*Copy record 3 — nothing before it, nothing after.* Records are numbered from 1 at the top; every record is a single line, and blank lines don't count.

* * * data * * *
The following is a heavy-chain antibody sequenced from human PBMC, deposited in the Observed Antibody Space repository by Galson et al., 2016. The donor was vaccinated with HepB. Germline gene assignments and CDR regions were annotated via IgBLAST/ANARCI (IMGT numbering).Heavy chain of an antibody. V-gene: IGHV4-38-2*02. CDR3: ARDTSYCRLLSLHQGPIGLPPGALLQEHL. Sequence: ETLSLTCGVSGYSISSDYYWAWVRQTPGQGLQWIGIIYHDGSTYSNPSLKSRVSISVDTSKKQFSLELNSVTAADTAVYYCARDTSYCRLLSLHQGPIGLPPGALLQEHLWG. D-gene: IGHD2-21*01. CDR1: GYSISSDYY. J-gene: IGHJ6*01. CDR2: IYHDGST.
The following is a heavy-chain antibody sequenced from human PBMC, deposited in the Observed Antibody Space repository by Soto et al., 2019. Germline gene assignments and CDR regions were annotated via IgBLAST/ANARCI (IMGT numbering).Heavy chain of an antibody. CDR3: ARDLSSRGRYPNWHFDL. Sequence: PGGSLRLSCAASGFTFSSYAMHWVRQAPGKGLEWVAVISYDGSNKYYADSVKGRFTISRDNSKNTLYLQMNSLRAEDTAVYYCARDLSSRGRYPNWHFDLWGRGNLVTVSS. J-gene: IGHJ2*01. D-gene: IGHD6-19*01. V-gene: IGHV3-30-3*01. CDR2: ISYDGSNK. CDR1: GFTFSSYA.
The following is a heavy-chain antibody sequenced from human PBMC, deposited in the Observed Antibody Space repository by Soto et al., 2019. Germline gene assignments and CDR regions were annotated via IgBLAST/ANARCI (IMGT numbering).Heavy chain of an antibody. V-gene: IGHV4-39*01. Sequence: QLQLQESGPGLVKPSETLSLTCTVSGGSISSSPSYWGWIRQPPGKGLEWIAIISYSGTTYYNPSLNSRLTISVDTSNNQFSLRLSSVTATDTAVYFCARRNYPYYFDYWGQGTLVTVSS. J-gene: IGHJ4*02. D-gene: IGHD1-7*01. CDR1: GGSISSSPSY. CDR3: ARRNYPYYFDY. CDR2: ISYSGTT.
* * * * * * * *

The following is a heavy-chain antibody sequenced from human PBMC, deposited in the Observed Antibody Space repository by Soto et al., 2019. Germline gene assignments and CDR regions were annotated via IgBLAST/ANARCI (IMGT numbering).Heavy chain of an antibody. V-gene: IGHV4-39*01. Sequence: QLQLQESGPGLVKPSETLSLTCTVSGGSISSSPSYWGWIRQPPGKGLEWIAIISYSGTTYYNPSLNSRLTISVDTSNNQFSLRLSSVTATDTAVYFCARRNYPYYFDYWGQGTLVTVSS. J-gene: IGHJ4*02. D-gene: IGHD1-7*01. CDR1: GGSISSSPSY. CDR3: ARRNYPYYFDY. CDR2: ISYSGTT.